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Chandra Johnson
Chandra Johnson is a Utah transplant who has covered the justice system, education, social services and politics. Originally from Montana, she graduated with a B.A. in journalism and history from the University of Montana in 2007. After six years in Taos, New Mexico, she relocated to Utah, where she eventually joined the team at The Deseret News as an enterprise reporter. She enjoys wide open spaces, gardening, good grammar, pottery and long walks in the library. Find her on Twitter @ChandraMJohnson. Email her at chjohnson@deseretnews.com.

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A new Pew Research Center survey found that some Americans are trying to avoid online surveillance and tracking, but not all are concerned about surveillance in their daily lives.
Recent box office numbers in the wake of 'Cinderella' and 'Insurgent' prove that young women are leading box office profits so far in 2015 — so what will Hollywood do to recapture young men?
A new article in Lego's club magazine has raised the ire of some parents who bemoan the days of the brand's universal, non-gender specific building sets.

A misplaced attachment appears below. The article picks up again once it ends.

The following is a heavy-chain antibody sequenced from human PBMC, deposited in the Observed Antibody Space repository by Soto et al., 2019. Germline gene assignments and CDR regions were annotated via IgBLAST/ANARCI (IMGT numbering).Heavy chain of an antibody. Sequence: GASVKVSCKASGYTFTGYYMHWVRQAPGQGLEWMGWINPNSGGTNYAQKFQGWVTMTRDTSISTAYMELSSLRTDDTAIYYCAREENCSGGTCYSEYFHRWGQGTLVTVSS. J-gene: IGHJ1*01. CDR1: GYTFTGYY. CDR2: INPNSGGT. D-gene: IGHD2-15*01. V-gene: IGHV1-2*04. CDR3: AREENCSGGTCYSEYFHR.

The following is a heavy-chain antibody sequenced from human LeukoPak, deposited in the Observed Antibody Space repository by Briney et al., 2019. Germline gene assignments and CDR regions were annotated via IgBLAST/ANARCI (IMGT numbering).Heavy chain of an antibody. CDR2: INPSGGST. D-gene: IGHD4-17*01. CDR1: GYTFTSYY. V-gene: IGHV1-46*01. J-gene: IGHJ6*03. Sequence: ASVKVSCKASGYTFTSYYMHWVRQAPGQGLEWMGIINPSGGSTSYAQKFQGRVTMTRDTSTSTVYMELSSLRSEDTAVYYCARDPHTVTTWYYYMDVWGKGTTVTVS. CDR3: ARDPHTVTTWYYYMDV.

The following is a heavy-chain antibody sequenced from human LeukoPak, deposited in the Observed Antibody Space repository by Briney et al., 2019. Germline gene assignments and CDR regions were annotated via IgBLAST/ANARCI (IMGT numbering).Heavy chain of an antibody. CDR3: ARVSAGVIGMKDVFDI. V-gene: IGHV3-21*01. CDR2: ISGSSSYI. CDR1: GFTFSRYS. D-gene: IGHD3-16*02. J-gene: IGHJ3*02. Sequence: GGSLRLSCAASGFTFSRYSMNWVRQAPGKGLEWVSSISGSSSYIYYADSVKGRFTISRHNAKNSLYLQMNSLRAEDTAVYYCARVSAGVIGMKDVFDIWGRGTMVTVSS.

The HBO documentary 'The Jinx' has many questioning the line between responsible filmmaking and entertainment.
In many ways, the Internet has opened new avenues for the masses to talk about the issues they care about. But at the same time, the shaming that can come with certain viewpoints might be keeping many silent.
Newly released sci-fi film "Chappie" explores the questions of the limits of artificial intelligence.
Like Hollywood, publishing is struggling to keep up with the popularity of digital access to content. Is publishing's embrace of fan fiction elevating a digital art form or, like Hollywood, banking on trends an...
Most Americans still trust science, but the Internet has given them a place to express doubts and debate as well as marvel at the cosmos.
In a big year for Bible and religious films, faith-film 'Ida' won Best Foreign Language film.
On the heels of the Harper Collins announcement that it planned to publish Harper Lee's lost novel, Random House has discovered a new Dr. Seuss manuscript.